Brad Eberhard, Let’s Have Another Baby (2007)


Painters in the contemporary art world, particularly those from L.A., have to maintain a chameleonesque indeterminacy about their artistic intentions — be all things to all people — or face ghettoization. Is this an abstract painting? Or a painting of a painting of an abstract painting, wink wink? It’s the emperor’s new clothes all over. The ultimate irony is that the emperor is actually decked out in an Amazing Technicolor Dreamcoat — the plausible deniability cultivated by painters for the social sphere creates a temporary autonomous zone in the studio wherein a thousand flowers have blossomed. No one can pin them down, so they can get away with anything. The psycho art-market bubble hasn’t hurt production either.

[ click to read full LA Weekly Article ]

Posted on February 28, 2008 by Editor

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Boy George denies chaining escort to wall

David Byers and agencies (from TimesOnline UK)

Boy George, the former Culture Club singer, appeared in court today accused of chaining a Norwegian male escort to the wall of his Shoreditch home.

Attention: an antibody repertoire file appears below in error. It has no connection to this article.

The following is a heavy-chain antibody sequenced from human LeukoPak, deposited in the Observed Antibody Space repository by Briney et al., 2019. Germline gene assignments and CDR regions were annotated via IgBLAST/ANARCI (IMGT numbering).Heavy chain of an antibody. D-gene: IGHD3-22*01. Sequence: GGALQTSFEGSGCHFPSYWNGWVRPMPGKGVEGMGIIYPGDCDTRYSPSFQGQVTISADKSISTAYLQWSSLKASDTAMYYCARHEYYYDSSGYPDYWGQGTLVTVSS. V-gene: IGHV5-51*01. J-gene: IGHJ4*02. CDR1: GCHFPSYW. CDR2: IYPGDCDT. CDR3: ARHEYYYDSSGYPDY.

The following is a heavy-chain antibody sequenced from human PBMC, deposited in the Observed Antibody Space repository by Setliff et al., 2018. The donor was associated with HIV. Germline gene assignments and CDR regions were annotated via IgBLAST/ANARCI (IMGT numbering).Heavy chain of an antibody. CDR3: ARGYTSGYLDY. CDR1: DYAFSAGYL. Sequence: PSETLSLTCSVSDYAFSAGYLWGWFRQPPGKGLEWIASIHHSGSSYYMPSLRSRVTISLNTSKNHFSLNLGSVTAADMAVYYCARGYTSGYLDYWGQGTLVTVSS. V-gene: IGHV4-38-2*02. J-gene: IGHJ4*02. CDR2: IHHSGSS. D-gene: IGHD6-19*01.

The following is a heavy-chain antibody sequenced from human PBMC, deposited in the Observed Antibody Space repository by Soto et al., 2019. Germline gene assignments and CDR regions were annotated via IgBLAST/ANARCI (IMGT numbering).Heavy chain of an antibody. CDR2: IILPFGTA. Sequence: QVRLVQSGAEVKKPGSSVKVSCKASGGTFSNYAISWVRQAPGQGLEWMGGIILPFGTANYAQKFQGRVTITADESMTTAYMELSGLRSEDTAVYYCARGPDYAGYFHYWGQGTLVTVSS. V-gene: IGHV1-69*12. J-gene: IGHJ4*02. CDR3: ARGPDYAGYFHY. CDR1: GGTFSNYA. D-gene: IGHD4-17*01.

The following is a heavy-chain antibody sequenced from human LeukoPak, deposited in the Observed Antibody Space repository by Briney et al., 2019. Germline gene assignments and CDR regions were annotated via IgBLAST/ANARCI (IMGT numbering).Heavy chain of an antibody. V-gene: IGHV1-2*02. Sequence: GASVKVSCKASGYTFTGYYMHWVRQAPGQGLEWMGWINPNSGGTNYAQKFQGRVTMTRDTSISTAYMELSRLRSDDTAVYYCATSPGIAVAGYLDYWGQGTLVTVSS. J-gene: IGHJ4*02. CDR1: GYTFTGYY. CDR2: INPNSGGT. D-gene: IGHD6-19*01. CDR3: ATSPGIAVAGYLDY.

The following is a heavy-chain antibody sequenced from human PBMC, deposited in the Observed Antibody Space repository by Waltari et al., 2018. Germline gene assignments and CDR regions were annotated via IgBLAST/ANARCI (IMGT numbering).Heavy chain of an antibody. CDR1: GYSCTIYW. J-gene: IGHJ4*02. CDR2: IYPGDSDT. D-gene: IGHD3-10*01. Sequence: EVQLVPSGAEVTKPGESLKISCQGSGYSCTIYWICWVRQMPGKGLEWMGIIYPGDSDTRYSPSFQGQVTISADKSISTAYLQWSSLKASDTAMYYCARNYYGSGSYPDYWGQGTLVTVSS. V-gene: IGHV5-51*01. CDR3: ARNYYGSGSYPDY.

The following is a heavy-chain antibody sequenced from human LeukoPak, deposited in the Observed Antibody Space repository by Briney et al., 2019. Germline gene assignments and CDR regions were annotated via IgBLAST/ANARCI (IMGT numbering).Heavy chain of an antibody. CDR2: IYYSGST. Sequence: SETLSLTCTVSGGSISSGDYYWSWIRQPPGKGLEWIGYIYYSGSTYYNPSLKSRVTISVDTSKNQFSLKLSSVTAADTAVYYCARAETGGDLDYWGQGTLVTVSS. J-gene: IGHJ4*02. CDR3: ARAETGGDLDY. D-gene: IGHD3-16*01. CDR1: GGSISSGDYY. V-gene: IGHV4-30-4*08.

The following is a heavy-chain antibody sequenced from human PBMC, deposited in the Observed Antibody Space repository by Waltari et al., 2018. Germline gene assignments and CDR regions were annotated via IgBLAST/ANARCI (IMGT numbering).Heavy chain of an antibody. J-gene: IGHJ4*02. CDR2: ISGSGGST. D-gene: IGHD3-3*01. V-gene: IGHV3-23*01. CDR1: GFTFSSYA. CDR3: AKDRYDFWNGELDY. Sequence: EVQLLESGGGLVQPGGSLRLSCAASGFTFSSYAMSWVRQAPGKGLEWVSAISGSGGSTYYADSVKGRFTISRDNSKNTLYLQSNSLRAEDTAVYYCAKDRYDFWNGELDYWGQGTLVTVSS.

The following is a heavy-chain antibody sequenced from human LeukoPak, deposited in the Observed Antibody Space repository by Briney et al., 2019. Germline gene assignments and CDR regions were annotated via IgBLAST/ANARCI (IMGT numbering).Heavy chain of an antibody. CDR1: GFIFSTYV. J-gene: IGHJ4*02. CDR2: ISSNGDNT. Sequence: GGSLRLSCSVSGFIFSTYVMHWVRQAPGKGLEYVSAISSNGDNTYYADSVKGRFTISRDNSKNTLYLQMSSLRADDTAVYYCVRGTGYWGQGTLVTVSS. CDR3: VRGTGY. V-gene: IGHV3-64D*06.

The Boy Toking On a FagThe 46-year-old pop-star and DJ denied assaulting and imprisoning Audun Carlsen on April 28 last year when he appeared at Snaresbrook Crown Court, east London.

Dressed in black and wearing dark glasses, the 1980s icon stood outside the court and smoked a cigarette before entering the building.

During the 20-minute hearing the singer, appearing under his real name George O’Dowd, spoke only to confirm his name, state his not guilty plea and say he understood the terms of his bail.

Related Links

The singer spent time talking with lawyers before leaving the court building, thanking fans who turned up to offer support.

He said only “no comment” to waiting press before leaving in a black Volkswagen people carrier. He was bailed to reappear for trial at the same court on November 24.

Posted on February 28, 2008 by Editor

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Held in a web of infected indifference…

9 out of 10 doctors recommed Lysol for regular maintenance

Posted on February 28, 2008 by Editor

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Barnes & Noble 15th Annual Discover Great Writers Award

2007 Award Winners in Fiction and Nonfiction

Joshua Ferris and Kate Braestrup

Find the best new literary talent from 2007! Our distinguished panel of jurists have voted — and this year’s Discover Awards go to Joshua Ferris for his dazzling Then We Came to the End and to Kate Braestrup for her inspiring Here if You Need Me.

Posted on February 28, 2008 by Editor

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Salman Rushdie Is Worthy Of Armed Guards Again

from MediaBistro’s FishbowlNY

0226rushdie.jpgOn Monday, Salman Rushdie headed to Pennsylvania for a speaking engagement at Widener University, located outside Philadelphia in the suburb of Chester